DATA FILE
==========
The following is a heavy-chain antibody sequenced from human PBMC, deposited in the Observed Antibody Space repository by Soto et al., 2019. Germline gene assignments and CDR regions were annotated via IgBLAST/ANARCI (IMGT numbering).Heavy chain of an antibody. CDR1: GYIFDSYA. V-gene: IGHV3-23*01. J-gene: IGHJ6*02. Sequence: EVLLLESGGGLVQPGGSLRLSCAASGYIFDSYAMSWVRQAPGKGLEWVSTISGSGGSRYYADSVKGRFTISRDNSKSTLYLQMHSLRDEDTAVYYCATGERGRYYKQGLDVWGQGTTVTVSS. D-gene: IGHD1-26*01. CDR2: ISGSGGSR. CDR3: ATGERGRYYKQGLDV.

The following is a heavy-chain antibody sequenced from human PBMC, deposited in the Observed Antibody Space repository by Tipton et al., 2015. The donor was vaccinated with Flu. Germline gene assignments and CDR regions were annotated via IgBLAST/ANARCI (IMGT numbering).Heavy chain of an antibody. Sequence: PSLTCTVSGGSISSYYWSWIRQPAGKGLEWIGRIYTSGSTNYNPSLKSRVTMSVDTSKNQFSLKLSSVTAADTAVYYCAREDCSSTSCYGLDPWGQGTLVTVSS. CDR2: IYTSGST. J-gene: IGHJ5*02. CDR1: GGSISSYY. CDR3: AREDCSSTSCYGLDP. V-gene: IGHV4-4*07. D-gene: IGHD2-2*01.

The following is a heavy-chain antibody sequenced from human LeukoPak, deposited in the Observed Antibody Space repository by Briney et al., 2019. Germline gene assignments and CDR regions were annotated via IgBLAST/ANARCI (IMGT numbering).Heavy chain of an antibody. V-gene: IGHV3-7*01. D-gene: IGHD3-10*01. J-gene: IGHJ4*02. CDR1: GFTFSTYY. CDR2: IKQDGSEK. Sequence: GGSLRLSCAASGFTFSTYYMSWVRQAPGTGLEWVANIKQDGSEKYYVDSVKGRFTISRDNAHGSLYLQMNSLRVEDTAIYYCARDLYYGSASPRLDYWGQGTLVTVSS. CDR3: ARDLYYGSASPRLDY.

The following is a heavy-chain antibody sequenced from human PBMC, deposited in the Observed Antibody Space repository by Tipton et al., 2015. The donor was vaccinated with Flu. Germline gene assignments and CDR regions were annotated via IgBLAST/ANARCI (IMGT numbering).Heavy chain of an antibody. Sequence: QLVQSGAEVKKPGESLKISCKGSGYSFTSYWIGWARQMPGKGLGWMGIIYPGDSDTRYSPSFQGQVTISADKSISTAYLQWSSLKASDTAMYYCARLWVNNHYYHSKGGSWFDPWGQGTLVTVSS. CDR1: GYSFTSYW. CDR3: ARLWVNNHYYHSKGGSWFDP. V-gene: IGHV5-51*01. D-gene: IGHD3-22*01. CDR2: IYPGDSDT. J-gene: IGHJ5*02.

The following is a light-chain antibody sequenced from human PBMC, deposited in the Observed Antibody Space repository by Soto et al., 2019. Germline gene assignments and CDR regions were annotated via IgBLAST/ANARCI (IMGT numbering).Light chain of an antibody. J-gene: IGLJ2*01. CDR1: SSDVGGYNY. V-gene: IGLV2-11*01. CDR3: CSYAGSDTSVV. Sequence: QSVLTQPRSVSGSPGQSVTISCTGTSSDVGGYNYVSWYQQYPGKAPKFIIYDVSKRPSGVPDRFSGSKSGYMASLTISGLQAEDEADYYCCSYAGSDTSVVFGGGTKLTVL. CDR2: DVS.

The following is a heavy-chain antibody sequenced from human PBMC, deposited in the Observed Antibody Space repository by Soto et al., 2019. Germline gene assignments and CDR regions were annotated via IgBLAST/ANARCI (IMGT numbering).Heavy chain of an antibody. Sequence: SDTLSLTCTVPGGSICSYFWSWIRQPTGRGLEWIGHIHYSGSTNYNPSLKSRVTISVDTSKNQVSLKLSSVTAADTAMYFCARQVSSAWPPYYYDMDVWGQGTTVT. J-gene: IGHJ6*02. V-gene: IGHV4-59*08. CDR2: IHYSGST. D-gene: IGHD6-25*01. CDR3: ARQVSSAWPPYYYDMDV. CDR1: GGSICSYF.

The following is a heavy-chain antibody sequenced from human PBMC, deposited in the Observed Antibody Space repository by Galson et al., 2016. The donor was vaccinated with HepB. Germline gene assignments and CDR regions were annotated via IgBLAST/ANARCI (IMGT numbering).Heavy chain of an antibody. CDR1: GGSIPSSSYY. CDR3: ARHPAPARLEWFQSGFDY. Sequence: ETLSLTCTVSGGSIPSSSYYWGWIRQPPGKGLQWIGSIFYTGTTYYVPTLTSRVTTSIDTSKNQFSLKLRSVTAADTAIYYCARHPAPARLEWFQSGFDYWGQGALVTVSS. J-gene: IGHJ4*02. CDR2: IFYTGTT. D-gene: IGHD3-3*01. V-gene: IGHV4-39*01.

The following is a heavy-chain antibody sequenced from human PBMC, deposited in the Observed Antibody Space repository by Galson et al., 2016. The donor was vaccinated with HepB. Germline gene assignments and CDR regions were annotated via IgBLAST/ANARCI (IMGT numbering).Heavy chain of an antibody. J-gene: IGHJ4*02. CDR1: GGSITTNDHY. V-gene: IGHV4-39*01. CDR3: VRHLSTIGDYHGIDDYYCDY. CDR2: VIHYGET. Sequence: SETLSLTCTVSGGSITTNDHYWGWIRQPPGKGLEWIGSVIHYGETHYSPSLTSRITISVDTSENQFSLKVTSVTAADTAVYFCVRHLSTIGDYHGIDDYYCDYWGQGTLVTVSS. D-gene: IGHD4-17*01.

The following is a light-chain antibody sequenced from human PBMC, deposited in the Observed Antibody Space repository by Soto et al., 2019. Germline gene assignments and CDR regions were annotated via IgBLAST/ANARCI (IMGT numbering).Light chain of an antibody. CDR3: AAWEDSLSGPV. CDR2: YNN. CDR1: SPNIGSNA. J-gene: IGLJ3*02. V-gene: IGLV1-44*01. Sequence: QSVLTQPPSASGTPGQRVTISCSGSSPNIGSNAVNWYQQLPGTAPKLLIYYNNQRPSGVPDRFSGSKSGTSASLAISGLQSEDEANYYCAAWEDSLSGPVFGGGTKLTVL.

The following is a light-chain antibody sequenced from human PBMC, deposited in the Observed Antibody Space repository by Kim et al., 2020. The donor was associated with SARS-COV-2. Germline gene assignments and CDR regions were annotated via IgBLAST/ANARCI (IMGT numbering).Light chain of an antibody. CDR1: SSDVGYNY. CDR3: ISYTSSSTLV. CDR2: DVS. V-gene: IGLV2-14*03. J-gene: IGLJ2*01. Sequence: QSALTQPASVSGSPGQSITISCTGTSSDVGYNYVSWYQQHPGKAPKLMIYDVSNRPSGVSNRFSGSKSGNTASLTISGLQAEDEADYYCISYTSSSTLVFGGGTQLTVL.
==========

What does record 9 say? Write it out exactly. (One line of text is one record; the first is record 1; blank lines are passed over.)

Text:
The following is a light-chain antibody sequenced from human PBMC, deposited in the Observed Antibody Space repository by Soto et al., 2019. Germline gene assignments and CDR regions were annotated via IgBLAST/ANARCI (IMGT numbering).Light chain of an antibody. CDR3: AAWEDSLSGPV. CDR2: YNN. CDR1: SPNIGSNA. J-gene: IGLJ3*02. V-gene: IGLV1-44*01. Sequence: QSVLTQPPSASGTPGQRVTISCSGSSPNIGSNAVNWYQQLPGTAPKLLIYYNNQRPSGVPDRFSGSKSGTSASLAISGLQSEDEANYYCAAWEDSLSGPVFGGGTKLTVL.